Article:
George Wein & The Newport All-Stars
In New York

By Martin Longley

The avuncular George Wein is beaming like he's holding his own personal jam session at home, inviting his favourite players and basking in their glow. Well, this is pretty close to the reality of this opening night of a run at Dizzy's Club, one of New York's best music joints, housed within Jazz At Lincoln Center, which is itself a few blocks south of the main Lincoln Center arts complex, up on the fifth floor of a shopping centre. Bands play in front of a glass-paned background, looking out over the south-west corner of Central Park, surrounded by twinkling skyscrapers, lights suitably dimmed to an organic glow within the club's fine acoustic space.

Inviting his favourite players out is essentially what the octogenarian pianist Wein always used to do when programming the Newport Jazz Festival, only on a much grander scale. Rarely could we see a musician looking so content with his lot, so happy to witness the interaction of his band. This might  paint a picture of Wein being a bystander at his own party, and there is indeed a strong element of relaxation in his demeanour. He's not flashing up and down the piano keys at high speed, or barking out instructions, or commanding a set-in-stone running order. Instead, Wein allows plenty of space and thoughtfulness into his soloing approach, invariably making his carefully chosen statements at a precisely opportune moment.

The most remarkable aspect of this evening is the unlikely combination of players involved, a testament to Wein's boundless taste. This is the first time that I've caught trumpeter Randy Brecker without his trademark beret, and sporting a suit. He's almost unrecognisable, and we don't often have the chance to witness him negotiating such a mainline jazz repertoire. Randy's horn partner is saxophonist (and flautist) Lew Tabackin, who manages to combine gracious smoothness with just a touch of eccentric orneriness. Then, Howard Alden's on guitar, arriving from a completely different mainstream scene, and the bass/drum axis is handled by the more modernist Peter and Kenny Washington.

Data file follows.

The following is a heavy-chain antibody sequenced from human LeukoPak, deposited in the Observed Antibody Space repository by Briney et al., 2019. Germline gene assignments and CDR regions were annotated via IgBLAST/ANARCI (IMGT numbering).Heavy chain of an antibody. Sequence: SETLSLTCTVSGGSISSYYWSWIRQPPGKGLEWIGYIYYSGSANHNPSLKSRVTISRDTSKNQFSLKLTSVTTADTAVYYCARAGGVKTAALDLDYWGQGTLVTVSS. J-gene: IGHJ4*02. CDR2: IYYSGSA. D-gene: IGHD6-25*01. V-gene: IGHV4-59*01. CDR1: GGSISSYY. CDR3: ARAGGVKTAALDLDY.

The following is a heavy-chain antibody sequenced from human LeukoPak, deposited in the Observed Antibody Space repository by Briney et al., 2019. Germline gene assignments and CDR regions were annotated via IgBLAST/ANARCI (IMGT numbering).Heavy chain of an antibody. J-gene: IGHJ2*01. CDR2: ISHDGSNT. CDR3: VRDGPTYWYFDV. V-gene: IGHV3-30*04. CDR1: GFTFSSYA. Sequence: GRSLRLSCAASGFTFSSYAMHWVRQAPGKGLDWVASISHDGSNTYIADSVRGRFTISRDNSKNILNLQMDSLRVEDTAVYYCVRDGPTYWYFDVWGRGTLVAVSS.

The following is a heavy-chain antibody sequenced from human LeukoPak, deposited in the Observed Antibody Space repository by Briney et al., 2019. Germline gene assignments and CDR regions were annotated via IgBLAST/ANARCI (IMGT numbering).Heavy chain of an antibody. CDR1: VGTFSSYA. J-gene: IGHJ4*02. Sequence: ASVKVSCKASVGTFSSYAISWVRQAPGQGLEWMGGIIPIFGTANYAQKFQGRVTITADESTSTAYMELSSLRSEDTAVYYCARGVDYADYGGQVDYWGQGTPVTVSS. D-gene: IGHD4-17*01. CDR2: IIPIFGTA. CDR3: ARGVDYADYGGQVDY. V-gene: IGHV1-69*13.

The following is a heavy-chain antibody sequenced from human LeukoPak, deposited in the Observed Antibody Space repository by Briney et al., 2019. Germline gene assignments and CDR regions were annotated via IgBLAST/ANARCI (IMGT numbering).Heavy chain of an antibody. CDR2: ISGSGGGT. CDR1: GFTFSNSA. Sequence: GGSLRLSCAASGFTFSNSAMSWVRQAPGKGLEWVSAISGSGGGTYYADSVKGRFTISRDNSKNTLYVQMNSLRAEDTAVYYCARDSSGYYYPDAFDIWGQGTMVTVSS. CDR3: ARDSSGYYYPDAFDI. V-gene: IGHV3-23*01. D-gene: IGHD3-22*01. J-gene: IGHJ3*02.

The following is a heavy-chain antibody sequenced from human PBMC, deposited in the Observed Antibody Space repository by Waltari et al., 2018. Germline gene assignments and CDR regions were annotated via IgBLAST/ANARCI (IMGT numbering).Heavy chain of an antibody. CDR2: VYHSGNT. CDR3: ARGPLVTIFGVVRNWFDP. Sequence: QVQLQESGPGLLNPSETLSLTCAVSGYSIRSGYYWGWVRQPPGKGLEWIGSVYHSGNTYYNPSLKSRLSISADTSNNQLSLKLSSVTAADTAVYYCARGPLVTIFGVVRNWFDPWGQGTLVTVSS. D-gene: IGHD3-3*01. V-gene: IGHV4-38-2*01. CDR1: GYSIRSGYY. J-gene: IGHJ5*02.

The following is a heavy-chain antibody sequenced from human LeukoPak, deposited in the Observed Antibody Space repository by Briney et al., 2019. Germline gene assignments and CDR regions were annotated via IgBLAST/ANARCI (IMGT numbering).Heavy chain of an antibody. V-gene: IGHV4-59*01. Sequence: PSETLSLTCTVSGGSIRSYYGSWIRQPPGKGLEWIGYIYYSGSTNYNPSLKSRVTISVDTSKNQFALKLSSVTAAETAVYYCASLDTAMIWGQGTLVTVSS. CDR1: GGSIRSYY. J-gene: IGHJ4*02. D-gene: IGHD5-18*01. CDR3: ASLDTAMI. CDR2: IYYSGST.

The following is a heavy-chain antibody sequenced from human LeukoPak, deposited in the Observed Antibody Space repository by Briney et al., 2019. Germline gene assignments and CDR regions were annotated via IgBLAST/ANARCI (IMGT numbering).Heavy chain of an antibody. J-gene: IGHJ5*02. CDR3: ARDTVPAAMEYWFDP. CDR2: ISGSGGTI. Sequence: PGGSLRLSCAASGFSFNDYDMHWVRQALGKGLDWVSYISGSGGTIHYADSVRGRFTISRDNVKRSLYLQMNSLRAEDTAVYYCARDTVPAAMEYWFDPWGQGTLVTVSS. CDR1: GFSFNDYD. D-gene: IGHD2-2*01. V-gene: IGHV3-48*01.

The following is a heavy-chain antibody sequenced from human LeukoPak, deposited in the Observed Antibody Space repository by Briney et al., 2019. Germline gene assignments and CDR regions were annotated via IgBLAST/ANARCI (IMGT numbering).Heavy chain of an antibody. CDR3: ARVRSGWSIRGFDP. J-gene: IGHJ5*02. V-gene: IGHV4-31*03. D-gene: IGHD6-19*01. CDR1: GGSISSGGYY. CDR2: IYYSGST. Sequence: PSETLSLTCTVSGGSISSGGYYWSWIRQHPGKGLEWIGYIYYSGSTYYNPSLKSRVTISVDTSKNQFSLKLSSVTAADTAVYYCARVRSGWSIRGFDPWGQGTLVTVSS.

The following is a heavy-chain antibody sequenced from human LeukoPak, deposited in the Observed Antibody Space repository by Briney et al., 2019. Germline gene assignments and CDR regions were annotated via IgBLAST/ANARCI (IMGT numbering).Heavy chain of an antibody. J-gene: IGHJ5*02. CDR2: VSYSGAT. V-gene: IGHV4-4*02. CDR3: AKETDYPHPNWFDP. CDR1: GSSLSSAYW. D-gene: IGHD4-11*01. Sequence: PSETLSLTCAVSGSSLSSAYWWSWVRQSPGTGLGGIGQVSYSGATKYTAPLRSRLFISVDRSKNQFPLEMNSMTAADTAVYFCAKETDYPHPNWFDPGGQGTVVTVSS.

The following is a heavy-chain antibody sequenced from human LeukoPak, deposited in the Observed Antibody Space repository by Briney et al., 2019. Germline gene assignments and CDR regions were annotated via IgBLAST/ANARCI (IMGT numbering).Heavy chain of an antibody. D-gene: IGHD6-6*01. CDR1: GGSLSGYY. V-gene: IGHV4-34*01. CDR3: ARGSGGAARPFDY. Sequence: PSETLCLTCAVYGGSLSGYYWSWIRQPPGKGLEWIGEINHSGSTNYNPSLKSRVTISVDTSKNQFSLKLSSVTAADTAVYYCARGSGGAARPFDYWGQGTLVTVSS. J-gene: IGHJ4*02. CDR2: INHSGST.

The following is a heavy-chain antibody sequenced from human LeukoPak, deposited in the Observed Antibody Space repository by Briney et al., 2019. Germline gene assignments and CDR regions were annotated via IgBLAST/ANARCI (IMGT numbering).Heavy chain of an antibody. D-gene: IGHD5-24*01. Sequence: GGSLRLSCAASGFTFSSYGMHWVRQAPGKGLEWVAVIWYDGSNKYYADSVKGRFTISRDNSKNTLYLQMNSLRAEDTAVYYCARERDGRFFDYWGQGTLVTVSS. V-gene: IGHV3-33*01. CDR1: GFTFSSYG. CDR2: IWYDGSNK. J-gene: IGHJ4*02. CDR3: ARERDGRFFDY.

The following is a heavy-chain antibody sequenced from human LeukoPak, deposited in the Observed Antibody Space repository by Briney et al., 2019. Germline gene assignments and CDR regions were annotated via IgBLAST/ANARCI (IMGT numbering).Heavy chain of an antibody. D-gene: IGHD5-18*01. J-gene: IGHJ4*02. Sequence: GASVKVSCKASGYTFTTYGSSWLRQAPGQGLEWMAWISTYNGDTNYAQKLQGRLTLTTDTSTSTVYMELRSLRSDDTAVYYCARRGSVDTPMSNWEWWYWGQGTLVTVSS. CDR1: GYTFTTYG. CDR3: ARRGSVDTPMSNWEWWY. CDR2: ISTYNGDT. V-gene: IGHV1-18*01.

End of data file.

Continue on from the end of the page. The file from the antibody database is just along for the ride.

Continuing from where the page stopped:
Everyone seems to be feeding off Wein's glow, as Brecker and Tabackin deliver a faultless round of solos, already in flight by the second number, Birk's Works. Brecker is gleaming and precise, on trumpet and flugel, whilst Tabackin is feathery yet tough, his tone the kind of internal, intimate wheeze that nowadays seems almost banished from the music. Every reedy grain is tangible. George jokes that Lew likes to play in trio format, without a piano. Lew almost feels guilty, pointing his horn at Wein, serenading his leader whilst the pianist leans over attentively, smiling. Alden also gets a trio spot, and George sits out at the crucial climactic point of the set, allowing Michel Camillo to join in for a joyous reading of Take The 'A' Train. It's clear that Wein is a most generous host...
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